A friend of mine in the IWW has recently begun to argue that we should study some of the experiences of the groups who engaged in workplace organizing (often calling it "industrial concentration") in order to have more sense of what's been tried in the past. That seems worthwhile to me, though I think the emphasis should be primarily on fighting employers and building organization regardless of whether there is a union present. The emphasis should not so much be on the labor movement and its membership as on workplaces and workers.

I'd now like to sketch some of the things that my closest comrades and I have been thinking about and discussing informally for a while when we talk. Our view is that while we are members of the IWW today, we know the IWW today is not the IWW of its heyday. As NSG members will know, the IWW was founded in 1905 when numerous groups came together to consolidate into one organization. In many respects we today are less like the people who came together at the 1905 founding convention than we are like the people who tried to build the groups which later knitted together in 1905. That is to say, we see our efforts as in many respects preparatory for a later, larger effort. In this light, we've tried to emphasize less numerical growth of membership than we've tried emphasize numerical growth of dedicated long term organizers and the qualitative improvement of organizers in terms of commitment, confidence, and capability. Of course we wish we were succeeding better, but we're proud of what we have managed to achieve.

I say all this not to brag about our activity but to raise two issues related to goals. This may be a bit jumbled as I am relating points that are not fully fleshed out or thought out. I relate these in part because writing them out helps me think, and even more so because I would love to hear what the NSG comrades think of this.

In the long term we are revolutionaries who want to end capitalism. In the more short term, our emphasis is on winning dedicated member-organizers. This means we do not prioritize right now either structural power relations/the balance of class forces nor do we prioritize material gains for workers. For us, we do not see ourselves right now as being able to truly shift the balance of class forces. We see ourselves as being able to prepare the ground work for shifting the balance of class forces in the future. In addition, we are not sure what the relationship is between winning gains and having successful revolution. We do not believe that we can simply win enough gains that capitalism goes away.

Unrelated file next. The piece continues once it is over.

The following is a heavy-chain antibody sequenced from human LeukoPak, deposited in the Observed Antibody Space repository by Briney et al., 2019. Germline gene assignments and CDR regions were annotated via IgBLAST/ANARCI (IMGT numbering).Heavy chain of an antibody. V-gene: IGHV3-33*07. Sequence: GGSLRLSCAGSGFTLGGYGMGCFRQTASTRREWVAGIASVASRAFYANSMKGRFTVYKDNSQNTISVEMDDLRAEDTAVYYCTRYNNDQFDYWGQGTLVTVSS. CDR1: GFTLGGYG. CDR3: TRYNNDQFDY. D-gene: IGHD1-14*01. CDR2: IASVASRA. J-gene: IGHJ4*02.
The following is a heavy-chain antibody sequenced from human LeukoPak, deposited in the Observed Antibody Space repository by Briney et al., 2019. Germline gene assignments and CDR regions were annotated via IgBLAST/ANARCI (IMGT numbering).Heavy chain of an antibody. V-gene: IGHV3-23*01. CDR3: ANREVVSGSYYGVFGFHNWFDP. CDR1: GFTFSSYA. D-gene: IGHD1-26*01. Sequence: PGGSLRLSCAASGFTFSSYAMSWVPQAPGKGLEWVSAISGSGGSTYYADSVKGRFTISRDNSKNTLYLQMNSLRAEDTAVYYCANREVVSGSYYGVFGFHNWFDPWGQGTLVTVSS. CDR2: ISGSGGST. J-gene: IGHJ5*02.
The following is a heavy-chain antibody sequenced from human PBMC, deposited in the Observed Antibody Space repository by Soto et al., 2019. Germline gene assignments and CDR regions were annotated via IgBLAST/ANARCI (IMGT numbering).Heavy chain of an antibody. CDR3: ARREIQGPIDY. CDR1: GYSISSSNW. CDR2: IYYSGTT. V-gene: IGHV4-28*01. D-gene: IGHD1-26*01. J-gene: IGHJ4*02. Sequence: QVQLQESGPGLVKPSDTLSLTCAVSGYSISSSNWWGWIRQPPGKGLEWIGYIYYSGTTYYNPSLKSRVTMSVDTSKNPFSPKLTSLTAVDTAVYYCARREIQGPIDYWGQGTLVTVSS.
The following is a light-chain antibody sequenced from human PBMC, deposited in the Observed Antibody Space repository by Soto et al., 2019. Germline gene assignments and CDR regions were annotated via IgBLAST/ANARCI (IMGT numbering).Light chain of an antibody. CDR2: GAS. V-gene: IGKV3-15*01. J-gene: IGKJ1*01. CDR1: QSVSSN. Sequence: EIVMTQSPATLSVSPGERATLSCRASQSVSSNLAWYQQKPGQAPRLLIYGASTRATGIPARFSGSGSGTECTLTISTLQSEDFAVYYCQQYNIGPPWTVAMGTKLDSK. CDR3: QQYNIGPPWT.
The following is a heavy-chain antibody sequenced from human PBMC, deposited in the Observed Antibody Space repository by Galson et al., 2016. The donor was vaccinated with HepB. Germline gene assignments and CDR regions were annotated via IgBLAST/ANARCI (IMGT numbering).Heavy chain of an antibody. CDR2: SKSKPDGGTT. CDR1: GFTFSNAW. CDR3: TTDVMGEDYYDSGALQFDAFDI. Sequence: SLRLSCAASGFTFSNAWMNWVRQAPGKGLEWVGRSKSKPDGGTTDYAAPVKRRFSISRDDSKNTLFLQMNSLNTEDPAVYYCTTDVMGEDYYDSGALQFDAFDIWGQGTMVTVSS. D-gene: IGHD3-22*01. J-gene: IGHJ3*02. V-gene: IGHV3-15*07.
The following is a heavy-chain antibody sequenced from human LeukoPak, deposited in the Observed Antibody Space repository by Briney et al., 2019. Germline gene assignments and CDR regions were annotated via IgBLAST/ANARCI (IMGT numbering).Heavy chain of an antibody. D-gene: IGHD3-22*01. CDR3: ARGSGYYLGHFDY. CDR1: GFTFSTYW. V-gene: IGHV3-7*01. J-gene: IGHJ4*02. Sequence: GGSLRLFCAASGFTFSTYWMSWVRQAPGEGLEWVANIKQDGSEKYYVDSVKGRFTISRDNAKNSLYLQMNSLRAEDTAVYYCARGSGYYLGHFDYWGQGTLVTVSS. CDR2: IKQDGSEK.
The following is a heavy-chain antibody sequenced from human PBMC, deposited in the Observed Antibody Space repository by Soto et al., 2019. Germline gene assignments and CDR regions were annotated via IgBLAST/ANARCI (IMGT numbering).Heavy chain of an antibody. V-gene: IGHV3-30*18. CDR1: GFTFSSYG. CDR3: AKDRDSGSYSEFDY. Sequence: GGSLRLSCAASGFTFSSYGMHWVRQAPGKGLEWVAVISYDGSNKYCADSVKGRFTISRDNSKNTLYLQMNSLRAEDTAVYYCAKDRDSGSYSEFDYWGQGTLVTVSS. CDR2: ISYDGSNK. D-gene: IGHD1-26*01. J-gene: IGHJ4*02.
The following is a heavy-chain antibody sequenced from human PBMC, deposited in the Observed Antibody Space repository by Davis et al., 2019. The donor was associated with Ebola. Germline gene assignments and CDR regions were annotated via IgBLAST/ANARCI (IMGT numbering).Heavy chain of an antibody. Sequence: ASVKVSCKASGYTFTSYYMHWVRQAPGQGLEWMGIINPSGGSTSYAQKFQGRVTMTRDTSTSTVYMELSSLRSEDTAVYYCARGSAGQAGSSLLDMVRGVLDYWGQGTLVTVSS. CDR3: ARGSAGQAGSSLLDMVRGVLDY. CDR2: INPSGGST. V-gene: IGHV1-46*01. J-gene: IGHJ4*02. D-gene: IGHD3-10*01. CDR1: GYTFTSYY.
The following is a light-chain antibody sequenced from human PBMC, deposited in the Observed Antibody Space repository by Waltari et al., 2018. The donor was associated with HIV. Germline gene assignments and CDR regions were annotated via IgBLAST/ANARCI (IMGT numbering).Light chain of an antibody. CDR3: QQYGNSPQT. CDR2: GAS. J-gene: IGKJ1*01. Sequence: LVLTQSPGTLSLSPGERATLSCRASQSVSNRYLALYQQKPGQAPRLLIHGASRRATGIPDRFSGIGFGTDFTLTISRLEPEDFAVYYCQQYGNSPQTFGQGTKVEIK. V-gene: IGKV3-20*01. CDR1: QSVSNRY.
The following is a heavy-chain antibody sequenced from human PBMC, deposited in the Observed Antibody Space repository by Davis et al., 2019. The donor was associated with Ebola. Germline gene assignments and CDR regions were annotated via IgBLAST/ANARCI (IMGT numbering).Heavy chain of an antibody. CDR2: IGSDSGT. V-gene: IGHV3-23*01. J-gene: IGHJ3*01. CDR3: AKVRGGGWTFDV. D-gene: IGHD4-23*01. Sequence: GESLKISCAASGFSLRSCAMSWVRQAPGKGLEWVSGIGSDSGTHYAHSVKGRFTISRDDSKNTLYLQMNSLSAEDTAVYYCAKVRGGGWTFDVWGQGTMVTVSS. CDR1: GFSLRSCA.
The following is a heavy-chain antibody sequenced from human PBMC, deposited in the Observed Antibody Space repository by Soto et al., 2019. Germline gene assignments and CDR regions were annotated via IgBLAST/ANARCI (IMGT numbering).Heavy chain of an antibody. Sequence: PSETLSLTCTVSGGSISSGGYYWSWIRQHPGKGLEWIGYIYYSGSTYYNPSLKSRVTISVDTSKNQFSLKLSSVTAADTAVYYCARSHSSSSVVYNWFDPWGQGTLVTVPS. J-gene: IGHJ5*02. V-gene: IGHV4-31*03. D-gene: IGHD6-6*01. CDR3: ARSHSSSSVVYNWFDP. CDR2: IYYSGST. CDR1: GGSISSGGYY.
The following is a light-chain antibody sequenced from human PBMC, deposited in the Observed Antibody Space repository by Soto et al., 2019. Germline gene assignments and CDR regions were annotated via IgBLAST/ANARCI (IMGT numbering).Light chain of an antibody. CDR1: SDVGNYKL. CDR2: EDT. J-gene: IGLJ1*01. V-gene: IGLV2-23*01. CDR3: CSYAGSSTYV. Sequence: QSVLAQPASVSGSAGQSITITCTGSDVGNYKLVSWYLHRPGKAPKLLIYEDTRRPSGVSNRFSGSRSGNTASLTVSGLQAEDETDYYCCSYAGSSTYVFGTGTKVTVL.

Of course we want people to have better lives, but our view is that people are not so much radicalized by what they or others win - we do not think that people are radicalized by pay raises that bosses are forced to give or seeing others get such pay raises. Instead we believe that people are radicalized by the experiences of conflict and collectivity that happen in struggles. These experiences are of course greatly shaped by outcomes - success and failure are experiential categories, so to speak - but the point is that our criteria of evaluation are not measured in the cost of concession made by employers so much as in relationships built and workers won to greater class consciousness and desire to fight.

To put it more simply, we place a pretty strongly emphasis on subjective factors over either changing the structural balance of power and over material gains. We do of course think that there is an important link between fights for material gains and class consciousness. We think that needs/desires for gains allows an opportunity to get people involved in struggles which are potentially transformative. For us, though, the true goal is not really the gain so much as the transformation of the people fighting for that gain. And of course we do recognize that eventually the working class will need to take up the issue of the balance of class forces, as I said we see our work as preparing the ground for that but don't see that as being in the cards in the short term.

I lay all this out for a few reasons. As I said, writing this to you helps me to flesh these ideas out. And as I said, I am keen to hear what NSG comrades made of this. In addition to those reasons, I think that these closing issues relate back to the matter of a needed conversation about how to organize the unorganized (rather than leaving that task to the AFL and CtW unions), as well as to the limits of the unions. In my view, concerns such as these and questions about what we are organizing for should inform conversation about how to organize. Furthermore, it seems to me that unions are incredibly important and yet they have a contradictory relationship to the transformative potentials of struggle that I mentioned and that my comrades and I have been talking about.